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The Growing Progressive Backlash Against The Obama Economic Team

Since Rep. Peter DeFazio (D-OR) called for Timothy Geithner and Larry Summers to step down this Wednesday, the question has become a part of the political conversation. Republicans predictably took the opportunity to attack the Obama economic team, but progressive Democrats have started to get the question as well, a sign of things to come.

Sherrod Brown has had to answer it twice in recent days, telling ABC that Geithner had his confidence, while adding that there needed to be a greater focus on manufacturing and job creation; then telling CNN that some of the President’s advisers were too focused on Wall Street.

While ultimately Brown tried to remain positive and say that the Administration has turned the corner, the perception that the White House has renewed GDP growth and financial industry profits without giving the same attention to unemployment is a nagging problem that progressives will continue to need to address. As DeFazio told the Huffington Post this week, it’s “embarrassing” that the party traditionally attempting to rein in Wall Street has now become so closely identified with them:

“It is pretty embarrassing for a Democratic administration and a Democratic Congress to be identified with total attention to Wall Street and nothing for Main Street and jobs,” he said. “There are a lot of Democrats who… want to see something more effective done to create employment.”

DeFazio insisted that President Obama and, by extension, the Democratic Party were hampered by Geithner’s policies for economic recovery. He pointed to the inability of the administration to spur small business lending and the lack of effective TARP oversight as particularly egregious examples of mismanagement. More than anything else, the Oregon Democrat deemed it untenable for the president to continue employing his current economic team given the taint of Wall Street that clings to many of those advisers.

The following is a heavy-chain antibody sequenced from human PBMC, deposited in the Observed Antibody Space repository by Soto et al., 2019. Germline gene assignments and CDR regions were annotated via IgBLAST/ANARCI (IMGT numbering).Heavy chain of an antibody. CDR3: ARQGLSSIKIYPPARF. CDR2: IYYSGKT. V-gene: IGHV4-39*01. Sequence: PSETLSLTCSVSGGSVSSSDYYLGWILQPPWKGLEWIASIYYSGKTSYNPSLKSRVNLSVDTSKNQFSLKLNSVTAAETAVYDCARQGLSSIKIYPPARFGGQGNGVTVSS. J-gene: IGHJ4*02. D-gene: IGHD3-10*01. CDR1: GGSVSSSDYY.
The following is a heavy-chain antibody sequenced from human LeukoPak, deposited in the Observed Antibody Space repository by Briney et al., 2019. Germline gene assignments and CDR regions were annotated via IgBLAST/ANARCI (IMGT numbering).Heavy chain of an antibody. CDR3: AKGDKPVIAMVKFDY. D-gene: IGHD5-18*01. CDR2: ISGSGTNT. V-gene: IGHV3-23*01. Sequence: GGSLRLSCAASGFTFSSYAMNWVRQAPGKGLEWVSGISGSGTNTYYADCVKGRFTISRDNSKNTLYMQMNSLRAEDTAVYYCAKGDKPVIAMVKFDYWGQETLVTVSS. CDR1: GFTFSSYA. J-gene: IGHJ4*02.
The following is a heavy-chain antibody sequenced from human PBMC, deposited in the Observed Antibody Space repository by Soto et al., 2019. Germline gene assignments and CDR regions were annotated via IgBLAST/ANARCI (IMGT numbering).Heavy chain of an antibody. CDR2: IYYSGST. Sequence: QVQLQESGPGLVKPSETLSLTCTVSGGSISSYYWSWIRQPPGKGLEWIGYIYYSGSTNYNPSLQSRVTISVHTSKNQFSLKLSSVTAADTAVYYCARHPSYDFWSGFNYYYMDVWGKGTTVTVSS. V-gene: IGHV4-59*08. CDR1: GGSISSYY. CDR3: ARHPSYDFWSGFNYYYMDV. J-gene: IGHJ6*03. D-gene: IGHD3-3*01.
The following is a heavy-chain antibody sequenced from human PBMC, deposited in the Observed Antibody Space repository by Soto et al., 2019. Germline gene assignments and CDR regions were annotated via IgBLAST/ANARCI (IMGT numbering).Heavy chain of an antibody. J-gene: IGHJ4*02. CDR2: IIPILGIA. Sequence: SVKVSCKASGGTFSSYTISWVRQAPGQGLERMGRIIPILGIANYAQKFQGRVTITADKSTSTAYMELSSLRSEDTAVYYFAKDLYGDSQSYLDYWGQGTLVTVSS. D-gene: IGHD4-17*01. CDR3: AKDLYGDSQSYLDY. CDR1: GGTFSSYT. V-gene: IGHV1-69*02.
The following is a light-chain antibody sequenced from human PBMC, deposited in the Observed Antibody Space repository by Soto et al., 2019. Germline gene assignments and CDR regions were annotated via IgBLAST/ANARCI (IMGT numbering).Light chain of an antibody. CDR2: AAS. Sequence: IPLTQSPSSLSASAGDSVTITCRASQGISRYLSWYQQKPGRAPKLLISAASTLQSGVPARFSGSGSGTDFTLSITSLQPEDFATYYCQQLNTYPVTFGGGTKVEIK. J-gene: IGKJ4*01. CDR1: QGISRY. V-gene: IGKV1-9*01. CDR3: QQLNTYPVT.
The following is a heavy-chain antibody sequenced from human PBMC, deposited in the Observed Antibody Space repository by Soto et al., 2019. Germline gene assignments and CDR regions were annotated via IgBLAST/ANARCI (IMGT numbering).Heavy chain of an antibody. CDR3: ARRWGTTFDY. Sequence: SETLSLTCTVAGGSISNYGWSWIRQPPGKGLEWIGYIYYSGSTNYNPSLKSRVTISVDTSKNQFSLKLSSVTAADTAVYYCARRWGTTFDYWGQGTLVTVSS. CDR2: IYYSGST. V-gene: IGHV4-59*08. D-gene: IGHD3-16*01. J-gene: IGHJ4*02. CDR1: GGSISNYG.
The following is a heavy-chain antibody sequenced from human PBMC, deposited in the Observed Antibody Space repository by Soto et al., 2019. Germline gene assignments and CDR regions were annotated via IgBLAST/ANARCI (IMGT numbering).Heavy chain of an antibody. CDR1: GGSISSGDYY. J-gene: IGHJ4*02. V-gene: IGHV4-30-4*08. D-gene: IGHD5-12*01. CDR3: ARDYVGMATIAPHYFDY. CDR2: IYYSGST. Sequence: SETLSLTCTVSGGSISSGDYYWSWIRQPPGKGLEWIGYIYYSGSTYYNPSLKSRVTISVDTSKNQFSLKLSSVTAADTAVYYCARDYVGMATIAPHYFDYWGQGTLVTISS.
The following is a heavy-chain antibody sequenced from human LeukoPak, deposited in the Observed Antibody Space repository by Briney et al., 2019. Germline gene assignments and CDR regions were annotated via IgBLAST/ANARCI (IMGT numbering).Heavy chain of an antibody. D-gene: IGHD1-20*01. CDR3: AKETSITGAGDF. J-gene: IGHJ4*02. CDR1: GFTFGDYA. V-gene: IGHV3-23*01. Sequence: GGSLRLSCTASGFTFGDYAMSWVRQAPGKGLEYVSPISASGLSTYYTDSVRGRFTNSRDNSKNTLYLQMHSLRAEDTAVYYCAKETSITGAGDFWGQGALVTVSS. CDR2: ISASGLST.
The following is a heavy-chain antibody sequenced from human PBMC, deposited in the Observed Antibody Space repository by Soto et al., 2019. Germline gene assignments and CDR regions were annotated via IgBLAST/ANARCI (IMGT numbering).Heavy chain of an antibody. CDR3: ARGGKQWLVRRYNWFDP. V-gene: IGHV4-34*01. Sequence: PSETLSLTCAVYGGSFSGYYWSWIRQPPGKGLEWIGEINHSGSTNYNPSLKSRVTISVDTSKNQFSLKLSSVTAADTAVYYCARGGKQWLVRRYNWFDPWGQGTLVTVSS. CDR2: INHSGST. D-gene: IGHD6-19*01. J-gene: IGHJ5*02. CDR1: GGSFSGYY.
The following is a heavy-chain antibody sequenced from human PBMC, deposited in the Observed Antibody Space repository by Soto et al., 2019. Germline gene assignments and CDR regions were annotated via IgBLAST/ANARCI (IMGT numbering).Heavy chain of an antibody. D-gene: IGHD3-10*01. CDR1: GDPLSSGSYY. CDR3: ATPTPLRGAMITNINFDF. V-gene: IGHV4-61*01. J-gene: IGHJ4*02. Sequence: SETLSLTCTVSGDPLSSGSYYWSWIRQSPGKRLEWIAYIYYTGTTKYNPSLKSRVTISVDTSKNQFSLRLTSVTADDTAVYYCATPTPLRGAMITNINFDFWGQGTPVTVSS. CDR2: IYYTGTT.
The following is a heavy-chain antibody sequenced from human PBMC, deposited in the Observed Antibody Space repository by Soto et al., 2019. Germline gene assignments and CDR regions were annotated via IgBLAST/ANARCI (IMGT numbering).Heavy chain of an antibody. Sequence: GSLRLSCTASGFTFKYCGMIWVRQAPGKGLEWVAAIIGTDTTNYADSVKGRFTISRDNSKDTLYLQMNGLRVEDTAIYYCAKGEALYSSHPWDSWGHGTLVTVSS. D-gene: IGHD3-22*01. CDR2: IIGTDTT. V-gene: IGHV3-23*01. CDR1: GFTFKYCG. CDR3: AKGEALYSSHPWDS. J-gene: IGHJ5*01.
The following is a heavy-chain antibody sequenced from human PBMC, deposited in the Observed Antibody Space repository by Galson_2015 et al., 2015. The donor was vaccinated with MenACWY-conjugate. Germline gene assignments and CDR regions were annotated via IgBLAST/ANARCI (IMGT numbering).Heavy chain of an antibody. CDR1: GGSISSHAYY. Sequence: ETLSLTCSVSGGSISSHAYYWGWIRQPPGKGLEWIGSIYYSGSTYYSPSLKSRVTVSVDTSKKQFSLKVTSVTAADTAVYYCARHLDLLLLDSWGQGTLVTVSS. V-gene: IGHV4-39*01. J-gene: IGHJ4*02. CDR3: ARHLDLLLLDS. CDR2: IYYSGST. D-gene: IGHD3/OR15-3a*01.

“I have had a number of people say to me, ‘I feel the same way you do but I’m not going to say it.’ People are worried it will rub off on the president who still enjoys popularity,” he said. “I tell them I still support the president. I just think he is being poorly served by his economic team.”

“The truth of the matter,” DeFazio added, “is that we have not changed the way the money is being used. It is not being used for the purpose it was supposed to be used for. We are not creating jobs and we have not aggressively taken on the culture of Wall Street.”

This growing undercurrent of dissatisfaction is starting to play itself out within the House of Representatives. It’s why you’re likely to see some kind of jobs bill before the end of the year. Darcy Burner, the Executive Director of the Progressive Caucus, says that this is a more serious challenge to the President’s ways of dealing with the economic crisis to this point, and that you’ll see more of a more widespread effort on this in the near future.

I think John Conyers’ release of frustrations with Obama this week was another signal, although the issues were not the same. Unemployment in the African-American and Hispanic communities is unsustainably high – 15.7% for the former, 13.2% for the latter. Ben Jealous of the NAACP said this week that it’s harder for a black man with no criminal record to get a job than a white man with a criminal record. Members representing these districts are in dangerous territory if they cannot get aid and support from a Reagan-like destruction of their communities, even with a biracial man in the White House. They’ll find someone to blame, and it’ll be their immediate member of Congress if there’s nobody removed at the top.

This is a dynamic that bears watching in the next several weeks, and it’s certainly on my radar screen.

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David Dayen

David Dayen